This means, then, that (providing he never obtained a driver's licence in some other country) he's always driven without a licence up to the early sixties?

Is it possible, however, that when he left Argentina he got one of those international licences?

#38 Arturo Pereira

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Posted 27 December 2005 - 20:48

This means, then, that (providing he never obtained a driver's licence in some other country) he's always driven without a licence up to the early sixties?



Right, at least if we talk about an Argentine licence.


Is it possible, however, that when he left Argentina he got one of those international licences?



I do not know but I doubt he would have been driving on European roads without a proper drivers licence.

#39 kayemod

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Posted 27 December 2005 - 21:23

Originally posted by Arturo Pereira
I do not know but I doubt Fangio would have been driving on European roads without a proper drivers licence.


Well, certainly no policeman was going to stop him and ask, ".... and who do you think you are, Nigel Mansell?"

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#40 Ray Bell

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Posted 27 December 2005 - 22:02

I think it's possible that he would have had an 'international licence'... and that this would have sufficed for his purposes during his life in Europe...

These licences are issued by the ACN, not by the governments. Ostensibly, you can't get one without an official licence, but those were different times (ie. more 'relaxed' times) and I can see it being possible that (a) it was commonplace for people in some areas not to have licences (as described by the quote from the book posted by Arturo), and (b) that the ACN wouldn't have worried about such a formality because they were sending their best man off to represent them.

As an example, I know a man who never sat for a licence test. He went into the army during the war licenceless, but was soon driving Jeeps around. His CO realised that he never had a licence one day, but because he'd been satisfactorily driving Jeeps around for some time he simply wrote an army licence out for him. On his return to civilian life, he simply presented his army licence and obtained a civilian licence.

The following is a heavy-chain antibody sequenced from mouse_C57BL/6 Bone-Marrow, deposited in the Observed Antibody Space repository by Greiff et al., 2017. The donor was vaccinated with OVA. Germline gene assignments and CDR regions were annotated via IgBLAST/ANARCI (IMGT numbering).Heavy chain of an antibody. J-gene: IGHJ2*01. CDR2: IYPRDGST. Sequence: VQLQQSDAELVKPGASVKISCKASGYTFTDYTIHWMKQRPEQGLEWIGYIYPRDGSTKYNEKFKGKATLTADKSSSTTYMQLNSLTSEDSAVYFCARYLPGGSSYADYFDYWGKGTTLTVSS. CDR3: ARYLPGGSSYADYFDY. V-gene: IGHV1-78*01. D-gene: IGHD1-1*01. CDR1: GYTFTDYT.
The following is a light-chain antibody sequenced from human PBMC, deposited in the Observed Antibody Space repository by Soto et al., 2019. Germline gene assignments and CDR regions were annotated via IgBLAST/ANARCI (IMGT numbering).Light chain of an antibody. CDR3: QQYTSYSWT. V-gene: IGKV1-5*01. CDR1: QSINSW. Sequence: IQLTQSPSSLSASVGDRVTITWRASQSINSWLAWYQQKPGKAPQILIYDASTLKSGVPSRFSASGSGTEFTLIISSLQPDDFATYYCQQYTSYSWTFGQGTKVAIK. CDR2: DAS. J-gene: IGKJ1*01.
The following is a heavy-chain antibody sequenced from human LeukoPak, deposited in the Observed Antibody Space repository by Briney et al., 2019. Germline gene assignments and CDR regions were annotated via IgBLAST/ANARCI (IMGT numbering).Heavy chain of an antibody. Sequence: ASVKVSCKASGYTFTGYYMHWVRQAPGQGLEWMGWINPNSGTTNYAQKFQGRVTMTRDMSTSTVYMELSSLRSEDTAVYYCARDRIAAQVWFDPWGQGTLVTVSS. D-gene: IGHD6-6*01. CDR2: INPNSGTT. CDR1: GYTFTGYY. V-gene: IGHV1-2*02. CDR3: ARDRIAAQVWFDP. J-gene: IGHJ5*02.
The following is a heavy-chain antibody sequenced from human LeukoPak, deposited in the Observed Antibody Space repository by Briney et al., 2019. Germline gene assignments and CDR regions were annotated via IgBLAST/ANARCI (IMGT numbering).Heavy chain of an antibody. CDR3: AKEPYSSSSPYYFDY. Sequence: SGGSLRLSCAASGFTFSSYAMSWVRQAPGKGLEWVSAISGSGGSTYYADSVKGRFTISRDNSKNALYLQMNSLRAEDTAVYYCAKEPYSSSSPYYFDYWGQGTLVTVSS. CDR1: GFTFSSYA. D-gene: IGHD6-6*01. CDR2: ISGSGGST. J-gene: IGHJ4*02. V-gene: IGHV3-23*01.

These things happened... there are many stories of licences being given to people under similar circumstances, I can even picture Fangio raising eyebrows when obtaining his 'international licence'... "And what is your driver's licence number?" "I don't have one!" "Oh... oh.. kay... well, you've got one now!"

#41 tintin

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Posted 30 December 2005 - 21:33

Originally posted by petefenelon
Come to think of it, there's also the entire "T-cars" mess in the UK...
I think Tom Boardman is the most notable graduate of it.


Tom Chilton is probably more notable - he became the youngest ever winner of a Touring car race in 2004 and youngest ever winner of an international sportscar race this year.

Of course Formula BMW puts underage drivers in single-seaters: The first FBMW race in the UK was won by Simon Walker-Hansell, who was 15 at the time.

#42 ghinzani

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Posted 06 January 2006 - 16:24

Alex Barros anyone? 15 when he started racing bike GP's (albeit 80cc class). I always was under the impression you could start racing (in the 70's/80's) in Australia and New Zealand at 15 (Formula Vee, FF etc), and at age 16 in Canada and France? I also believe 15 years old raced in Formula K in Mexico. I would probably guess similar young 'un's could slip by in places like Malaysia/Indonesia/India etc??